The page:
New York Details - 86, 2010
Over at Flickr I’ve been showing pictures of “details” lately, usually pieces of buildings that are interesting to me and yet so much a part of the real estate that they go unnoticed by many who pass by them daily.
This past weekend I was looking at a series of published photographs shot by an acquaintance. Almost all of them are highly styled fashion shots and portraits. Most have obviously undergone substantial post-processing.
There’s nothing wrong with highly styled and substantially post-processed photographs, of course. I’ve never had much interest in that kind of photography. But I admire good examples of it when I see them.
In that same post, I further broke the Observers into Composers and Reactors.
When she was young, my daughter didn’t stand a chance. If we were walking in a city with an interesting built up environment, you can be sure she was reminded to look at the structures from different perspectives, to figure out what the designer of the building might have been thinking as he or she conceived of this space and what inspirations might have influenced it’s look, shape, size and texture. If my daughter saw a structure that was interesting, she was encouraged to examine the structure and try to figure out what it was about it that made it interesting to her. She learned a lot about proportions this way. Details, too.
But more importantly, she conditioned her senses to recognize patterns and spatial relationships, to distinguish between the familiar and the new and to figure out what it was about things that made them interesting, successful or not.
In my earlier post, I suggested that Composers assemble the scene they want if what appears naturally before their eyes needs a little styling. I mean, who hasn’t removed litter, re-arranged chairs or brought something colorful into an otherwise dull scene in the interest of making a more interesting photograph?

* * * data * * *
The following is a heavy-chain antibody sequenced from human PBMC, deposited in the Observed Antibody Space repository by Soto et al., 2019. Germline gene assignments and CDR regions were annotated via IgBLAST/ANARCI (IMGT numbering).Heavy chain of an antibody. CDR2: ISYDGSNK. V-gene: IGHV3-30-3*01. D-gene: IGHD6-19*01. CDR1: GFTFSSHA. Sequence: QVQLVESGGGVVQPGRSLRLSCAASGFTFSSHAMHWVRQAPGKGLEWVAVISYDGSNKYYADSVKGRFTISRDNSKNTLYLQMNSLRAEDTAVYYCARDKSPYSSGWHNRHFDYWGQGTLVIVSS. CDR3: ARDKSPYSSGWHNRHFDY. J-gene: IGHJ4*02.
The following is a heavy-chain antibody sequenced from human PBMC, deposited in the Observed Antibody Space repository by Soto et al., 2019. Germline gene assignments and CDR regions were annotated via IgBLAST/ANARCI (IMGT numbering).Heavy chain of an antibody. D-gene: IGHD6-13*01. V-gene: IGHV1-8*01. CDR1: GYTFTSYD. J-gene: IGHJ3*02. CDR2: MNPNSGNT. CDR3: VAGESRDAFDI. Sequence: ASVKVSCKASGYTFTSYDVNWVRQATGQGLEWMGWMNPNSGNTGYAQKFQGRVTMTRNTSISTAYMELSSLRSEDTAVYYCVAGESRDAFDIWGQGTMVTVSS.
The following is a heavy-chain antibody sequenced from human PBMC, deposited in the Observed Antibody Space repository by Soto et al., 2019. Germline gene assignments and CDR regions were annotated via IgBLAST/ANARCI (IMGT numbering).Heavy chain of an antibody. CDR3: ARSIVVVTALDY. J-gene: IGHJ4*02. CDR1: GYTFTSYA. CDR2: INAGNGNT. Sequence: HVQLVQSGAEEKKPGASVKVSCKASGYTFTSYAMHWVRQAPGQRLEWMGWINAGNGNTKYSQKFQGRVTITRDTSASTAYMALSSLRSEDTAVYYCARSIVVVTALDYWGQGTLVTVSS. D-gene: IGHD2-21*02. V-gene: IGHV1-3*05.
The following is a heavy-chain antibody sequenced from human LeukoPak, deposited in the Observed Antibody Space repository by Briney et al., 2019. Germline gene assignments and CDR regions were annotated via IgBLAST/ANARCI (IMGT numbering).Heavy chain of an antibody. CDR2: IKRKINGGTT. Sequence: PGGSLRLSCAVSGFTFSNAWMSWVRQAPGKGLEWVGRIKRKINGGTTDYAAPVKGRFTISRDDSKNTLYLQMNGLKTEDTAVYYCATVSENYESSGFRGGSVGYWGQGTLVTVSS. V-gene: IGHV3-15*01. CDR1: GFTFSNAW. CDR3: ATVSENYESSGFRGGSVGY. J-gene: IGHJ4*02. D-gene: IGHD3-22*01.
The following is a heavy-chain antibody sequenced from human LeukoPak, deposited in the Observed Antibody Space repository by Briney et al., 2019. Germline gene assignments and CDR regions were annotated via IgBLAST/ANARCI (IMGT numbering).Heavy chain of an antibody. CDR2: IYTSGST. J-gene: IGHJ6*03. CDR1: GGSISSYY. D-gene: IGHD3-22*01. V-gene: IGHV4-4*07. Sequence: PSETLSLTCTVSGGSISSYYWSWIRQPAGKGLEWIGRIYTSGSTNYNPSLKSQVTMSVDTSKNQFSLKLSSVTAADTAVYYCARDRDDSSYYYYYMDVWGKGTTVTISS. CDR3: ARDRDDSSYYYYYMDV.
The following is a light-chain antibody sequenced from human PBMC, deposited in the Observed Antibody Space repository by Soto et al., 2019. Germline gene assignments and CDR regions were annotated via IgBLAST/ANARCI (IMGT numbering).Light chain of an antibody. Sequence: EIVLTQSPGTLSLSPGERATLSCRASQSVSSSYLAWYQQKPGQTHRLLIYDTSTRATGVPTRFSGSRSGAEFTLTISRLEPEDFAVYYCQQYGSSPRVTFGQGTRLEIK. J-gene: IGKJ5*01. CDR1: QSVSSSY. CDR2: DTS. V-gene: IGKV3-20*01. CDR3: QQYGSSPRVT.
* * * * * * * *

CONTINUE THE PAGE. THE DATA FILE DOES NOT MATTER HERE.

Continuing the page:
Reactors, on the other hand, don’t mess much with what nature and man have provided them. They want to be more journalistic in their approach, honest about what they encounter and how it’s presented, warts and all. They’re conflicted when it comes to altering anything in the frame lest it add additional bias to the viewer’s interpretation of the scene.
So where does all of this connect? What point am I trying to make?
It’s that it’s not enough to be curious. It’s not enough to sit around waiting for the image to form in front of your eyes. It’s not enough to leave success to chance. Rather, comparing my Details photographs to my friend’s highly styled images, it occurred to me that I’d left out a characteristic, an important one and perhaps even one that defines a whole segment of photographers.
I’m referring, of course, to the Examiners, those of us who don’t just walk around waiting for revelations to appear before us, but rather walk around purposely examining the world around us. We aren’t looking for anything specific. But we are looking up close at the details, lifting the leaves out of the way and pulling the curtains aside to see what’s behind them. We’re just trying to find the beauty, the simplicity, the elegance and sometimes the confusion behind the pieces of our everyday lives.